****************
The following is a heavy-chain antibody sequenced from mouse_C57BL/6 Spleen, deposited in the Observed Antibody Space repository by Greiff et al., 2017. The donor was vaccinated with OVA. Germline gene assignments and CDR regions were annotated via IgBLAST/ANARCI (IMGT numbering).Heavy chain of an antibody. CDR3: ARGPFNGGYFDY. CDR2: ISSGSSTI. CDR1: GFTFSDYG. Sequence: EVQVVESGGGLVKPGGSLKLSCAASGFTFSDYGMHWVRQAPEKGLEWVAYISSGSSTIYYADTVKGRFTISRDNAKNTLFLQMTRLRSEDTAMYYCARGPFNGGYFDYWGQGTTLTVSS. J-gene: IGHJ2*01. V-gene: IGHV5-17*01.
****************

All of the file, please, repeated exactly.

The following is a heavy-chain antibody sequenced from mouse_C57BL/6 Spleen, deposited in the Observed Antibody Space repository by Greiff et al., 2017. The donor was vaccinated with OVA. Germline gene assignments and CDR regions were annotated via IgBLAST/ANARCI (IMGT numbering).Heavy chain of an antibody. CDR3: ARGPFNGGYFDY. CDR2: ISSGSSTI. CDR1: GFTFSDYG. Sequence: EVQVVESGGGLVKPGGSLKLSCAASGFTFSDYGMHWVRQAPEKGLEWVAYISSGSSTIYYADTVKGRFTISRDNAKNTLFLQMTRLRSEDTAMYYCARGPFNGGYFDYWGQGTTLTVSS. J-gene: IGHJ2*01. V-gene: IGHV5-17*01.